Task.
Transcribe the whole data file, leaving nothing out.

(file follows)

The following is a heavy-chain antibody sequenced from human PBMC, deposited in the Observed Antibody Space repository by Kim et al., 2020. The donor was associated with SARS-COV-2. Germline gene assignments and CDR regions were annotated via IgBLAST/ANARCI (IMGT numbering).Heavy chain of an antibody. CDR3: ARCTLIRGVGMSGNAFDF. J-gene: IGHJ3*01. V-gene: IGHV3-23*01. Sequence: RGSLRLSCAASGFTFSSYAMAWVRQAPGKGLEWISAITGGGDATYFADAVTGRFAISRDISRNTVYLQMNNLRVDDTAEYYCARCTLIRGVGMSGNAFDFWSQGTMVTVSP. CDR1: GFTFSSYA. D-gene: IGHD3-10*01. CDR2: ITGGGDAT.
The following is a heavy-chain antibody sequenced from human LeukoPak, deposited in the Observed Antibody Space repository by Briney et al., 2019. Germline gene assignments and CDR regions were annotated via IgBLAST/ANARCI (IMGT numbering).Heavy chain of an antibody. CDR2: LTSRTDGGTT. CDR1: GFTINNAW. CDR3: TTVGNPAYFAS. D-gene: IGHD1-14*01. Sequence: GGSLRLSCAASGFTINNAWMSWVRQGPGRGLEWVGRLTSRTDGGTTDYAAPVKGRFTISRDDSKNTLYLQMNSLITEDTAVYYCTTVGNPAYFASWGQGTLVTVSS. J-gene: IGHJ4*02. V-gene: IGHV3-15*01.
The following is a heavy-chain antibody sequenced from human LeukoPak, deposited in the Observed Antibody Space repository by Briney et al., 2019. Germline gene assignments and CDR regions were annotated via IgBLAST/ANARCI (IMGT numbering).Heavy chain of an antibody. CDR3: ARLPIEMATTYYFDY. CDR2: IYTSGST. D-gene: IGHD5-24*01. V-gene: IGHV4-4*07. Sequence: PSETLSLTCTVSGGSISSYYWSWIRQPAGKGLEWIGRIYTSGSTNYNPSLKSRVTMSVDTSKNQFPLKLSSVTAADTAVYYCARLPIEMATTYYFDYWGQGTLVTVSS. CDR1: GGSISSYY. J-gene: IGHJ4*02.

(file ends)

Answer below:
The following is a heavy-chain antibody sequenced from human PBMC, deposited in the Observed Antibody Space repository by Kim et al., 2020. The donor was associated with SARS-COV-2. Germline gene assignments and CDR regions were annotated via IgBLAST/ANARCI (IMGT numbering).Heavy chain of an antibody. CDR3: ARCTLIRGVGMSGNAFDF. J-gene: IGHJ3*01. V-gene: IGHV3-23*01. Sequence: RGSLRLSCAASGFTFSSYAMAWVRQAPGKGLEWISAITGGGDATYFADAVTGRFAISRDISRNTVYLQMNNLRVDDTAEYYCARCTLIRGVGMSGNAFDFWSQGTMVTVSP. CDR1: GFTFSSYA. D-gene: IGHD3-10*01. CDR2: ITGGGDAT.
The following is a heavy-chain antibody sequenced from human LeukoPak, deposited in the Observed Antibody Space repository by Briney et al., 2019. Germline gene assignments and CDR regions were annotated via IgBLAST/ANARCI (IMGT numbering).Heavy chain of an antibody. CDR2: LTSRTDGGTT. CDR1: GFTINNAW. CDR3: TTVGNPAYFAS. D-gene: IGHD1-14*01. Sequence: GGSLRLSCAASGFTINNAWMSWVRQGPGRGLEWVGRLTSRTDGGTTDYAAPVKGRFTISRDDSKNTLYLQMNSLITEDTAVYYCTTVGNPAYFASWGQGTLVTVSS. J-gene: IGHJ4*02. V-gene: IGHV3-15*01.
The following is a heavy-chain antibody sequenced from human LeukoPak, deposited in the Observed Antibody Space repository by Briney et al., 2019. Germline gene assignments and CDR regions were annotated via IgBLAST/ANARCI (IMGT numbering).Heavy chain of an antibody. CDR3: ARLPIEMATTYYFDY. CDR2: IYTSGST. D-gene: IGHD5-24*01. V-gene: IGHV4-4*07. Sequence: PSETLSLTCTVSGGSISSYYWSWIRQPAGKGLEWIGRIYTSGSTNYNPSLKSRVTMSVDTSKNQFPLKLSSVTAADTAVYYCARLPIEMATTYYFDYWGQGTLVTVSS. CDR1: GGSISSYY. J-gene: IGHJ4*02.